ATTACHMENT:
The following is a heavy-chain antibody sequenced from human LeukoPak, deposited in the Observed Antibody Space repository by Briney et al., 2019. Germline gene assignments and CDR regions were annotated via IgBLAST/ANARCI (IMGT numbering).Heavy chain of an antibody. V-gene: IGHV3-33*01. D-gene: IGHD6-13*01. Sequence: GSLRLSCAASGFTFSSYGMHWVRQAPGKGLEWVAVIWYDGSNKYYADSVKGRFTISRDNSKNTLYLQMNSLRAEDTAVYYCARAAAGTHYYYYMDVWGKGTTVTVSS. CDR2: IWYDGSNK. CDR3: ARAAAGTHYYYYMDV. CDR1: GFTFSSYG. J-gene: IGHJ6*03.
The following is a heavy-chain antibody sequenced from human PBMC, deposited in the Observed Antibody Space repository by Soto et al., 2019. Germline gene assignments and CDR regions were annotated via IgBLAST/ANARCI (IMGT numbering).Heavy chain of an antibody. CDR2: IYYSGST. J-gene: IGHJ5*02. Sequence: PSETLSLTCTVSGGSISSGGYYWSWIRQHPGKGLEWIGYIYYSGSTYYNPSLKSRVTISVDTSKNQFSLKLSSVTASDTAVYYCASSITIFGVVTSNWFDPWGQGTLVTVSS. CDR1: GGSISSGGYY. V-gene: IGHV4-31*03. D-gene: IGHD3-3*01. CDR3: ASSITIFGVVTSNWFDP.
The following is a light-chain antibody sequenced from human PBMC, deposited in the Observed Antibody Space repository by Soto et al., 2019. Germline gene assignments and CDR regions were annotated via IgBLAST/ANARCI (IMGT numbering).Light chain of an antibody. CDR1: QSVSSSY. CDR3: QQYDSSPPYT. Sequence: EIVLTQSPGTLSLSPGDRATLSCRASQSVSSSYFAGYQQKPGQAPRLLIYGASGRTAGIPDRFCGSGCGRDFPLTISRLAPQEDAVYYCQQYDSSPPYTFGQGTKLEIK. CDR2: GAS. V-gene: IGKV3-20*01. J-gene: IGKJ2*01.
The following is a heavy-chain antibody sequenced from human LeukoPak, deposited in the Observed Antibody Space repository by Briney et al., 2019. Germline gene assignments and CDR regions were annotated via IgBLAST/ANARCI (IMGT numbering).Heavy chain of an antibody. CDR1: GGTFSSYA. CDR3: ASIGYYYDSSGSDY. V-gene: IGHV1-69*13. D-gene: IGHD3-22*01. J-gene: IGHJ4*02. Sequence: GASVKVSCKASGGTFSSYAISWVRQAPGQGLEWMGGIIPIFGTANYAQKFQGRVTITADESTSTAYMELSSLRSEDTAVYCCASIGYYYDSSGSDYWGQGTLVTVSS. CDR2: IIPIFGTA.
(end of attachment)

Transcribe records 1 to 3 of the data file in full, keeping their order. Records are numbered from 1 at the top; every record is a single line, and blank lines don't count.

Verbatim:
The following is a heavy-chain antibody sequenced from human LeukoPak, deposited in the Observed Antibody Space repository by Briney et al., 2019. Germline gene assignments and CDR regions were annotated via IgBLAST/ANARCI (IMGT numbering).Heavy chain of an antibody. V-gene: IGHV3-33*01. D-gene: IGHD6-13*01. Sequence: GSLRLSCAASGFTFSSYGMHWVRQAPGKGLEWVAVIWYDGSNKYYADSVKGRFTISRDNSKNTLYLQMNSLRAEDTAVYYCARAAAGTHYYYYMDVWGKGTTVTVSS. CDR2: IWYDGSNK. CDR3: ARAAAGTHYYYYMDV. CDR1: GFTFSSYG. J-gene: IGHJ6*03.
The following is a heavy-chain antibody sequenced from human PBMC, deposited in the Observed Antibody Space repository by Soto et al., 2019. Germline gene assignments and CDR regions were annotated via IgBLAST/ANARCI (IMGT numbering).Heavy chain of an antibody. CDR2: IYYSGST. J-gene: IGHJ5*02. Sequence: PSETLSLTCTVSGGSISSGGYYWSWIRQHPGKGLEWIGYIYYSGSTYYNPSLKSRVTISVDTSKNQFSLKLSSVTASDTAVYYCASSITIFGVVTSNWFDPWGQGTLVTVSS. CDR1: GGSISSGGYY. V-gene: IGHV4-31*03. D-gene: IGHD3-3*01. CDR3: ASSITIFGVVTSNWFDP.
The following is a light-chain antibody sequenced from human PBMC, deposited in the Observed Antibody Space repository by Soto et al., 2019. Germline gene assignments and CDR regions were annotated via IgBLAST/ANARCI (IMGT numbering).Light chain of an antibody. CDR1: QSVSSSY. CDR3: QQYDSSPPYT. Sequence: EIVLTQSPGTLSLSPGDRATLSCRASQSVSSSYFAGYQQKPGQAPRLLIYGASGRTAGIPDRFCGSGCGRDFPLTISRLAPQEDAVYYCQQYDSSPPYTFGQGTKLEIK. CDR2: GAS. V-gene: IGKV3-20*01. J-gene: IGKJ2*01.